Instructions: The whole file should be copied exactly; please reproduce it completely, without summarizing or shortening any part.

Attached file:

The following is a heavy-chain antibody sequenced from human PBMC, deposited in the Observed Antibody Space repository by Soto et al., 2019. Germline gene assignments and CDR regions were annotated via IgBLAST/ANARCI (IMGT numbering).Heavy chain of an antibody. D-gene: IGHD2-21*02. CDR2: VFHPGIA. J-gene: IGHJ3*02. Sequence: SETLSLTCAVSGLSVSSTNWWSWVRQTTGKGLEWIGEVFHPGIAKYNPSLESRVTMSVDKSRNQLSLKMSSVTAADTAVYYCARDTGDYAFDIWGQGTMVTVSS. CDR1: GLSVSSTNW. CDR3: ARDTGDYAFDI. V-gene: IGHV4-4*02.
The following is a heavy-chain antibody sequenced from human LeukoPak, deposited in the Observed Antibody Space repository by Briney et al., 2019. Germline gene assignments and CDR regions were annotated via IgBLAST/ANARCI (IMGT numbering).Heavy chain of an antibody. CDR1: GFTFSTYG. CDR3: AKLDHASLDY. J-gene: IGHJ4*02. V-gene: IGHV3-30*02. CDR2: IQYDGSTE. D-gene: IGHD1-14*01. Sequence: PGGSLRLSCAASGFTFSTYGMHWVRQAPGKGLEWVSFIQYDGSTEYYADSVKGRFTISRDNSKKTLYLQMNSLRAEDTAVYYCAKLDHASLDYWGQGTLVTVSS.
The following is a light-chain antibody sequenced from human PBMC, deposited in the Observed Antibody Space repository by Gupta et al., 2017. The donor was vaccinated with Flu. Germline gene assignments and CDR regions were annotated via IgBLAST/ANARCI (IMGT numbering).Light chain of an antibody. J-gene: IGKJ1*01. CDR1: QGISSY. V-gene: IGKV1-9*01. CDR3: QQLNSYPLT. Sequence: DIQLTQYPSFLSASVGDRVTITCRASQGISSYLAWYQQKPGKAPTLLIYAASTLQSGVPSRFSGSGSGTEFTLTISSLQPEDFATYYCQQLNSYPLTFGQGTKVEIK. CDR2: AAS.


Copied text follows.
The following is a heavy-chain antibody sequenced from human PBMC, deposited in the Observed Antibody Space repository by Soto et al., 2019. Germline gene assignments and CDR regions were annotated via IgBLAST/ANARCI (IMGT numbering).Heavy chain of an antibody. D-gene: IGHD2-21*02. CDR2: VFHPGIA. J-gene: IGHJ3*02. Sequence: SETLSLTCAVSGLSVSSTNWWSWVRQTTGKGLEWIGEVFHPGIAKYNPSLESRVTMSVDKSRNQLSLKMSSVTAADTAVYYCARDTGDYAFDIWGQGTMVTVSS. CDR1: GLSVSSTNW. CDR3: ARDTGDYAFDI. V-gene: IGHV4-4*02.
The following is a heavy-chain antibody sequenced from human LeukoPak, deposited in the Observed Antibody Space repository by Briney et al., 2019. Germline gene assignments and CDR regions were annotated via IgBLAST/ANARCI (IMGT numbering).Heavy chain of an antibody. CDR1: GFTFSTYG. CDR3: AKLDHASLDY. J-gene: IGHJ4*02. V-gene: IGHV3-30*02. CDR2: IQYDGSTE. D-gene: IGHD1-14*01. Sequence: PGGSLRLSCAASGFTFSTYGMHWVRQAPGKGLEWVSFIQYDGSTEYYADSVKGRFTISRDNSKKTLYLQMNSLRAEDTAVYYCAKLDHASLDYWGQGTLVTVSS.
The following is a light-chain antibody sequenced from human PBMC, deposited in the Observed Antibody Space repository by Gupta et al., 2017. The donor was vaccinated with Flu. Germline gene assignments and CDR regions were annotated via IgBLAST/ANARCI (IMGT numbering).Light chain of an antibody. J-gene: IGKJ1*01. CDR1: QGISSY. V-gene: IGKV1-9*01. CDR3: QQLNSYPLT. Sequence: DIQLTQYPSFLSASVGDRVTITCRASQGISSYLAWYQQKPGKAPTLLIYAASTLQSGVPSRFSGSGSGTEFTLTISSLQPEDFATYYCQQLNSYPLTFGQGTKVEIK. CDR2: AAS.